The Arizona economy is growing along with the rest of the country for the last eight years (thanks Obama), but Arizona's unemployment rate is a point above the national average and our median wage is below. Most people come to the state for the weather, or to service those who do. Is Ducey claiming credit for that? And a significant portion of our growth is from the billions of federal dollars for Obamacare, including Medicaid expansion and insurance subsidies, which Brewer and Ducey and most Republicans opposed until they couldn't turn down the money.

In contrast, David Garcia is a true supporter of public education, and health care and civil rights including women's rights. His views on immigration are similar to pre-Trump Republicans without the border hysteria and bigotry.

The idea of balancing the budget involves more than numbers; it requires meeting the needs of the state within its constraints, not just crying poverty.

Andrew March

 

To the Editor:

Robert Robb's "How Republicans lost the health care issue," (10/7/18) is comprehensively wrong. About Republicans, Democrats, Obamacare and healthcare.

Republicans have opposed every effort (except tax deductions) to have government provide, assist, subsidize or regulate healthcare, from Medicare, to the Affordable Care Act (Obamacare) to insurance regulations to pollution controls to workplace and mine safety regulations to tobacco warnings to gun background checks. Democrats have had the goal of promoting health and have been willing to compromise on all these issues to advance the health and safety of Americans.

As every other industrialized country has discovered it is impossible to provide universal real health coverage strictly through private for-profit market mechanisms. Healthcare and safety cost money which reduces profits. They all recognize reality and cover their whole populations with better health outcomes (life expectancy, infant mortality, management of chronic diseases ...) at much lower cost with higher patient satisfaction. You will not find any country with "socialized medicine" that would willingly trade their system for ours.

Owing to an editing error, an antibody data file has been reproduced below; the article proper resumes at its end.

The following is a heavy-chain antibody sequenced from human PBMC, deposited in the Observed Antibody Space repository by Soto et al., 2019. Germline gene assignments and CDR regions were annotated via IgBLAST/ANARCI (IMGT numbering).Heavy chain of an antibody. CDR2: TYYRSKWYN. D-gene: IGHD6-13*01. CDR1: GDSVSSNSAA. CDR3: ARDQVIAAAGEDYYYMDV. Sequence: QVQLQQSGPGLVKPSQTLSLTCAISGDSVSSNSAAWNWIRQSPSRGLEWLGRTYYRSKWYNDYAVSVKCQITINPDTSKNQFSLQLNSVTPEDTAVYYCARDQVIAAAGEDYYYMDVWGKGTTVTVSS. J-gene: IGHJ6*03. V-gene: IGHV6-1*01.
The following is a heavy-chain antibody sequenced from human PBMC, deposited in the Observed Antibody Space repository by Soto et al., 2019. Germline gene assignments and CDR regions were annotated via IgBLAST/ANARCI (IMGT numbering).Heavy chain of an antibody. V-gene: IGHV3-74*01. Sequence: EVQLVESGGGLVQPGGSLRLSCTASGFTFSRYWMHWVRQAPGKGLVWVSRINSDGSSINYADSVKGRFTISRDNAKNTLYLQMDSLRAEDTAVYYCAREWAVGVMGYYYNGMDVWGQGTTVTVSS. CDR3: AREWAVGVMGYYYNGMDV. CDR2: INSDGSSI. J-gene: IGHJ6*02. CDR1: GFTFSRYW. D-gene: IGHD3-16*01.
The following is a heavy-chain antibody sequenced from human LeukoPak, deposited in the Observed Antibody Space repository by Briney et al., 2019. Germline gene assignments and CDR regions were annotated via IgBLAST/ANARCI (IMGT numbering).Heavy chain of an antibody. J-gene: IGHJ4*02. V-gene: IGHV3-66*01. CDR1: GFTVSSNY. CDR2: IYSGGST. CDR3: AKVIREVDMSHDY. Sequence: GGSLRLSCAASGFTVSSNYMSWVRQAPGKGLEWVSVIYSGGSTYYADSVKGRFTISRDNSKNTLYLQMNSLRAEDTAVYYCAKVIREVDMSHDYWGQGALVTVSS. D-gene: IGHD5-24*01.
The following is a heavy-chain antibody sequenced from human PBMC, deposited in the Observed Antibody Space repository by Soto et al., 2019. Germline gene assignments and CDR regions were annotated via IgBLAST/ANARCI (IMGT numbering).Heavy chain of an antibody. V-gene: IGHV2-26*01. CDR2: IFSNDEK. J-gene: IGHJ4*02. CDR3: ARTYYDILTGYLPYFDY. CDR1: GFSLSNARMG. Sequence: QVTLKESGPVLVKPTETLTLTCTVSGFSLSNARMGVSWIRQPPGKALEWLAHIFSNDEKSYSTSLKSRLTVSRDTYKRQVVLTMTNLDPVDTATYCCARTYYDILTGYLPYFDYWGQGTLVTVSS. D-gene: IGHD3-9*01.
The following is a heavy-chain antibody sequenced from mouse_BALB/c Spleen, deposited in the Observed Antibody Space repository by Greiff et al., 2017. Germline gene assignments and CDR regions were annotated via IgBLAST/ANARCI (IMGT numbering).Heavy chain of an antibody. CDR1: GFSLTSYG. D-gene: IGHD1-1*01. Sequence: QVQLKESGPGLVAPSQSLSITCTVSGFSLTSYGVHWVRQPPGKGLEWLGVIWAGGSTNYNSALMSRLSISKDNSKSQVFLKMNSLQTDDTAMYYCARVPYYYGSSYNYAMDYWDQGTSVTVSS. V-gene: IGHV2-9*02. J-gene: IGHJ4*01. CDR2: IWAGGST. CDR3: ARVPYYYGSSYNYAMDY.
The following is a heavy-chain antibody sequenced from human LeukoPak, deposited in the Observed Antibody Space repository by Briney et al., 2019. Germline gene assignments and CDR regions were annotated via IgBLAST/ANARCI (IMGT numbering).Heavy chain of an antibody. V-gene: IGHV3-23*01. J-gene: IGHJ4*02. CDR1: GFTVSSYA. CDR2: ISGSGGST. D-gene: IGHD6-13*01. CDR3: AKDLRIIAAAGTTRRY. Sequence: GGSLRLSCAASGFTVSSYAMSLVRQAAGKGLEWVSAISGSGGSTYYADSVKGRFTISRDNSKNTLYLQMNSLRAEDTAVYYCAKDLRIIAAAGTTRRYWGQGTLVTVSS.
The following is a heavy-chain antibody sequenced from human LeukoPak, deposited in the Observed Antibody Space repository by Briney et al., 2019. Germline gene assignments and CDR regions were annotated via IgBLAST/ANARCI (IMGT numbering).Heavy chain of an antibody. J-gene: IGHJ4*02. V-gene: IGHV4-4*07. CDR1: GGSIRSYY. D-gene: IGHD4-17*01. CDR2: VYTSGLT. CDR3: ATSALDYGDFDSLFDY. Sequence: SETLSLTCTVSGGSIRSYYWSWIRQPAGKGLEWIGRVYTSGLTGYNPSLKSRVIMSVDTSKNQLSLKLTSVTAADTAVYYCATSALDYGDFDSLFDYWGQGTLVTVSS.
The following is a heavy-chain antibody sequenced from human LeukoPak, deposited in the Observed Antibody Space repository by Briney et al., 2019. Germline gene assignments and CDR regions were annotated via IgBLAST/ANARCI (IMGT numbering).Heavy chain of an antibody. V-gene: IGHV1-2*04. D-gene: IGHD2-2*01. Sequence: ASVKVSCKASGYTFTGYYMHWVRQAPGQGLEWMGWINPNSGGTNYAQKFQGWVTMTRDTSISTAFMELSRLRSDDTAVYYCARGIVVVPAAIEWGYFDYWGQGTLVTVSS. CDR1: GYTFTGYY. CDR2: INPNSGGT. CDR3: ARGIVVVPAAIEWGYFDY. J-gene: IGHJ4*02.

Republicans are losing "the health care issue" because they never had a plan to (better and cheaper) cover everyone, including those with "preexisting conditions." They have been exposed as the lies they are.

And about those "preexisting conditions," just about everyone has one, or is related to someone who does. (Insurers consider acne, asthma, your old football injury, drug or alcohol use and being female to be "preexisting conditions.") If you are one of the lucky young healthy invincibles, just wait; your condition is coming, later rather than sooner if you are lucky. Being poor, or near poor, or even middle class can put health care out of reach.

There is always room for improvement, including of Obamacare, but, if you want to expand coverage, you will need more government subsidies and regulation, not less. The large copayments and deductibles for individual and employer-provided insurance are there to satisfy Republican insistence that individual "skin in the game" will hold down costs. The rest of the world have proven that the opposite is true.

The richest country in history makes many suffer or die without healthcare, almost everyone worry about it, and some go bankrupt getting it. Democrats want to fix that. Republicans never have and never will. It's just and "issue" for them.

Andrew March M.D.